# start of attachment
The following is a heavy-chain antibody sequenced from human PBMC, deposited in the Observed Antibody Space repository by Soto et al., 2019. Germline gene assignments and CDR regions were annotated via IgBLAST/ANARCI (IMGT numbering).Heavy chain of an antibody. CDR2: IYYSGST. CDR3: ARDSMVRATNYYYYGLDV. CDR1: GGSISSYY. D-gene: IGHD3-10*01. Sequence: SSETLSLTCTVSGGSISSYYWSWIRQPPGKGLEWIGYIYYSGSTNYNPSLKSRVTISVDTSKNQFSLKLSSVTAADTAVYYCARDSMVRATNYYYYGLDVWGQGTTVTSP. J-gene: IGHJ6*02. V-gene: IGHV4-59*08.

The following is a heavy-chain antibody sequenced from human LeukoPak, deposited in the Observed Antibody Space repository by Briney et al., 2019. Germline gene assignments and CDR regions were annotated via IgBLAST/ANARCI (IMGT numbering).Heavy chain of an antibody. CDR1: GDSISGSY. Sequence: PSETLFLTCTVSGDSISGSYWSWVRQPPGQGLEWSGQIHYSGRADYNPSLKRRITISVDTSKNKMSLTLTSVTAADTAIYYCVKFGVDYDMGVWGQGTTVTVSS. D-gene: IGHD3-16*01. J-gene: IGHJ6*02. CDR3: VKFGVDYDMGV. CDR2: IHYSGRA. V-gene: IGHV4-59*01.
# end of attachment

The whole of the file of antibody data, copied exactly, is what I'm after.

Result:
The following is a heavy-chain antibody sequenced from human PBMC, deposited in the Observed Antibody Space repository by Soto et al., 2019. Germline gene assignments and CDR regions were annotated via IgBLAST/ANARCI (IMGT numbering).Heavy chain of an antibody. CDR2: IYYSGST. CDR3: ARDSMVRATNYYYYGLDV. CDR1: GGSISSYY. D-gene: IGHD3-10*01. Sequence: SSETLSLTCTVSGGSISSYYWSWIRQPPGKGLEWIGYIYYSGSTNYNPSLKSRVTISVDTSKNQFSLKLSSVTAADTAVYYCARDSMVRATNYYYYGLDVWGQGTTVTSP. J-gene: IGHJ6*02. V-gene: IGHV4-59*08.

The following is a heavy-chain antibody sequenced from human LeukoPak, deposited in the Observed Antibody Space repository by Briney et al., 2019. Germline gene assignments and CDR regions were annotated via IgBLAST/ANARCI (IMGT numbering).Heavy chain of an antibody. CDR1: GDSISGSY. Sequence: PSETLFLTCTVSGDSISGSYWSWVRQPPGQGLEWSGQIHYSGRADYNPSLKRRITISVDTSKNKMSLTLTSVTAADTAIYYCVKFGVDYDMGVWGQGTTVTVSS. D-gene: IGHD3-16*01. J-gene: IGHJ6*02. CDR3: VKFGVDYDMGV. CDR2: IHYSGRA. V-gene: IGHV4-59*01.